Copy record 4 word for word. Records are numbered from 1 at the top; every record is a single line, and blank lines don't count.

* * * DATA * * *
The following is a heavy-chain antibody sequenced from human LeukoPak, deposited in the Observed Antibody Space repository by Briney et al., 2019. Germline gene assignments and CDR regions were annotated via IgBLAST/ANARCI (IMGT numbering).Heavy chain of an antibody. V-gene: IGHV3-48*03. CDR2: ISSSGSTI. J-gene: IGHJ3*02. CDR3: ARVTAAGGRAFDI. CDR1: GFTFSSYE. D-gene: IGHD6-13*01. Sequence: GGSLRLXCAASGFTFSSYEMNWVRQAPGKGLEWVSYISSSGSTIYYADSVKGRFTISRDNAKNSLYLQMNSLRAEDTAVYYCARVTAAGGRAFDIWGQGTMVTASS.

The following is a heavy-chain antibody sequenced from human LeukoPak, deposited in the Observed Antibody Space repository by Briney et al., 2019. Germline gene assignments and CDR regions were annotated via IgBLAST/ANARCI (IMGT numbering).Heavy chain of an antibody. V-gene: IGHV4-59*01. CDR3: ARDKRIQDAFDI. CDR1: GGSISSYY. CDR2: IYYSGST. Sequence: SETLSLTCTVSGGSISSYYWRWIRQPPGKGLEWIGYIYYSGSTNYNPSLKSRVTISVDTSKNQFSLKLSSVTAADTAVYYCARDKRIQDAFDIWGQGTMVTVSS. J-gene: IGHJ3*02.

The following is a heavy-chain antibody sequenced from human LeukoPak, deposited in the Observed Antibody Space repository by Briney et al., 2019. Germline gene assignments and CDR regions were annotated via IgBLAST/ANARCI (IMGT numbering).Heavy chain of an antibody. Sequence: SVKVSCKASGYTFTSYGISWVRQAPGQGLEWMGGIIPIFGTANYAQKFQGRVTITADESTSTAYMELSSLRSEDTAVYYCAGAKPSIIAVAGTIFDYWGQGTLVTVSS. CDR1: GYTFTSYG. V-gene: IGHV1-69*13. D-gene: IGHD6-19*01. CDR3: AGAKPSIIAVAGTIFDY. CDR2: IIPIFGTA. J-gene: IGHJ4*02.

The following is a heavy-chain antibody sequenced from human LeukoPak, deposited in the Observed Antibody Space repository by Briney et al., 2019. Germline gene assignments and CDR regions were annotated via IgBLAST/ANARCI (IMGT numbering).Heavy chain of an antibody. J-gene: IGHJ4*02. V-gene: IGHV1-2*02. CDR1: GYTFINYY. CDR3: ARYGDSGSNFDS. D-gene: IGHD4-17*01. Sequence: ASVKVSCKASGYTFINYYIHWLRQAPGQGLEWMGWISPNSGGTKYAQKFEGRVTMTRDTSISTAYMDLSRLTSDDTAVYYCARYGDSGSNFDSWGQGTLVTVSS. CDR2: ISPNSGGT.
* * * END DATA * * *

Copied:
The following is a heavy-chain antibody sequenced from human LeukoPak, deposited in the Observed Antibody Space repository by Briney et al., 2019. Germline gene assignments and CDR regions were annotated via IgBLAST/ANARCI (IMGT numbering).Heavy chain of an antibody. J-gene: IGHJ4*02. V-gene: IGHV1-2*02. CDR1: GYTFINYY. CDR3: ARYGDSGSNFDS. D-gene: IGHD4-17*01. Sequence: ASVKVSCKASGYTFINYYIHWLRQAPGQGLEWMGWISPNSGGTKYAQKFEGRVTMTRDTSISTAYMDLSRLTSDDTAVYYCARYGDSGSNFDSWGQGTLVTVSS. CDR2: ISPNSGGT.